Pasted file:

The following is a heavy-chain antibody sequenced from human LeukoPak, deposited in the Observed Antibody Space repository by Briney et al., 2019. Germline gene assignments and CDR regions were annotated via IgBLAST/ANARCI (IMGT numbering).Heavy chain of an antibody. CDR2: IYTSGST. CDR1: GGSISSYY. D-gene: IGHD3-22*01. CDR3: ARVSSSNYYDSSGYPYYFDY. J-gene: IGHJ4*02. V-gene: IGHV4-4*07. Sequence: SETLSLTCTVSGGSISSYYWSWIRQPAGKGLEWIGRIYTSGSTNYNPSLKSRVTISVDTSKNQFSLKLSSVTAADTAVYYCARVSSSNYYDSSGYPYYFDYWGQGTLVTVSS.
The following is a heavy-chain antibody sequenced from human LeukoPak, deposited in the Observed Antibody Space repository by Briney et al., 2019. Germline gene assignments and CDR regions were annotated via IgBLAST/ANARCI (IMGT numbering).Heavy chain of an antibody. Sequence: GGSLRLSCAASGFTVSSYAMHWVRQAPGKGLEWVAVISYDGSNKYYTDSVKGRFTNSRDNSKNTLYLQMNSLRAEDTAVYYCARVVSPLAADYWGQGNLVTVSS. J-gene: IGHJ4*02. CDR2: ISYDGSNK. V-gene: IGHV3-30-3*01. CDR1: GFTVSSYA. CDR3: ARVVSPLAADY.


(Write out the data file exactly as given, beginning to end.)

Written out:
The following is a heavy-chain antibody sequenced from human LeukoPak, deposited in the Observed Antibody Space repository by Briney et al., 2019. Germline gene assignments and CDR regions were annotated via IgBLAST/ANARCI (IMGT numbering).Heavy chain of an antibody. CDR2: IYTSGST. CDR1: GGSISSYY. D-gene: IGHD3-22*01. CDR3: ARVSSSNYYDSSGYPYYFDY. J-gene: IGHJ4*02. V-gene: IGHV4-4*07. Sequence: SETLSLTCTVSGGSISSYYWSWIRQPAGKGLEWIGRIYTSGSTNYNPSLKSRVTISVDTSKNQFSLKLSSVTAADTAVYYCARVSSSNYYDSSGYPYYFDYWGQGTLVTVSS.
The following is a heavy-chain antibody sequenced from human LeukoPak, deposited in the Observed Antibody Space repository by Briney et al., 2019. Germline gene assignments and CDR regions were annotated via IgBLAST/ANARCI (IMGT numbering).Heavy chain of an antibody. Sequence: GGSLRLSCAASGFTVSSYAMHWVRQAPGKGLEWVAVISYDGSNKYYTDSVKGRFTNSRDNSKNTLYLQMNSLRAEDTAVYYCARVVSPLAADYWGQGNLVTVSS. J-gene: IGHJ4*02. CDR2: ISYDGSNK. V-gene: IGHV3-30-3*01. CDR1: GFTVSSYA. CDR3: ARVVSPLAADY.